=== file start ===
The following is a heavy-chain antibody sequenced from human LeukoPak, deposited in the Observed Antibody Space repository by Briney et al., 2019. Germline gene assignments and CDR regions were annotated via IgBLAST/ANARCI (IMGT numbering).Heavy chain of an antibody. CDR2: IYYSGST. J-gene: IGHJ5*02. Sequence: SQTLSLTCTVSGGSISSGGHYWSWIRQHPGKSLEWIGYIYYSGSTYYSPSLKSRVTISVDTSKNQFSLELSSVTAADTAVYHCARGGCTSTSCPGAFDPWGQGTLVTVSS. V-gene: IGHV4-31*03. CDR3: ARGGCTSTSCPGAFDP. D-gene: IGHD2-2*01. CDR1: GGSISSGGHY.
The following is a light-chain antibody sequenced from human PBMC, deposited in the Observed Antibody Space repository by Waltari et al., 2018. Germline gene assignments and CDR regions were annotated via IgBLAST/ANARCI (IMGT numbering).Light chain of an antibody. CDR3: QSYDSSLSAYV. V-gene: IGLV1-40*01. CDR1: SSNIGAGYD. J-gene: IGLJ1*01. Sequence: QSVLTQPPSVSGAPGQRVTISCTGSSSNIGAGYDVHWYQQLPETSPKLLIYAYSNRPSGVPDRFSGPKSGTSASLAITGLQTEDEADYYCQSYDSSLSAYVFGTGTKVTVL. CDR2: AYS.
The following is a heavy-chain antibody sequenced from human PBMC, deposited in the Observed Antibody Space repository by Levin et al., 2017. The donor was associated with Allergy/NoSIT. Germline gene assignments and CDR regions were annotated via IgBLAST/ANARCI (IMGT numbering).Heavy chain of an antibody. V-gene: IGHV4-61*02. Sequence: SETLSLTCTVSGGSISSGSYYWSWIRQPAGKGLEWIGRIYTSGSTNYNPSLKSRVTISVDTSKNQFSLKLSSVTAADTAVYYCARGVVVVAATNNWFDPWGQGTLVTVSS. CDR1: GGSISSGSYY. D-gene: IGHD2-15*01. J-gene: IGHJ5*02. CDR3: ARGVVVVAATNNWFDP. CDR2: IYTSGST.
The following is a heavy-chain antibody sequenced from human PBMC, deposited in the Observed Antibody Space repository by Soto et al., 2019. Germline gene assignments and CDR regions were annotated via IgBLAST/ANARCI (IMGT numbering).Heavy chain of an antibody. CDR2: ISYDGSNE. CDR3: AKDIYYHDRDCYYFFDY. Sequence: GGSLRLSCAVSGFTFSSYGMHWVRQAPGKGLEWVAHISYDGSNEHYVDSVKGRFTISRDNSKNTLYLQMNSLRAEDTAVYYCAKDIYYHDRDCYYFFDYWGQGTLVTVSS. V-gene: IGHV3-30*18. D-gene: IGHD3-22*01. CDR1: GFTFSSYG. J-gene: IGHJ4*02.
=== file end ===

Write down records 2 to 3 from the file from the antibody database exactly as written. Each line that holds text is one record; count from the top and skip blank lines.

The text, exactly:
The following is a light-chain antibody sequenced from human PBMC, deposited in the Observed Antibody Space repository by Waltari et al., 2018. Germline gene assignments and CDR regions were annotated via IgBLAST/ANARCI (IMGT numbering).Light chain of an antibody. CDR3: QSYDSSLSAYV. V-gene: IGLV1-40*01. CDR1: SSNIGAGYD. J-gene: IGLJ1*01. Sequence: QSVLTQPPSVSGAPGQRVTISCTGSSSNIGAGYDVHWYQQLPETSPKLLIYAYSNRPSGVPDRFSGPKSGTSASLAITGLQTEDEADYYCQSYDSSLSAYVFGTGTKVTVL. CDR2: AYS.
The following is a heavy-chain antibody sequenced from human PBMC, deposited in the Observed Antibody Space repository by Levin et al., 2017. The donor was associated with Allergy/NoSIT. Germline gene assignments and CDR regions were annotated via IgBLAST/ANARCI (IMGT numbering).Heavy chain of an antibody. V-gene: IGHV4-61*02. Sequence: SETLSLTCTVSGGSISSGSYYWSWIRQPAGKGLEWIGRIYTSGSTNYNPSLKSRVTISVDTSKNQFSLKLSSVTAADTAVYYCARGVVVVAATNNWFDPWGQGTLVTVSS. CDR1: GGSISSGSYY. D-gene: IGHD2-15*01. J-gene: IGHJ5*02. CDR3: ARGVVVVAATNNWFDP. CDR2: IYTSGST.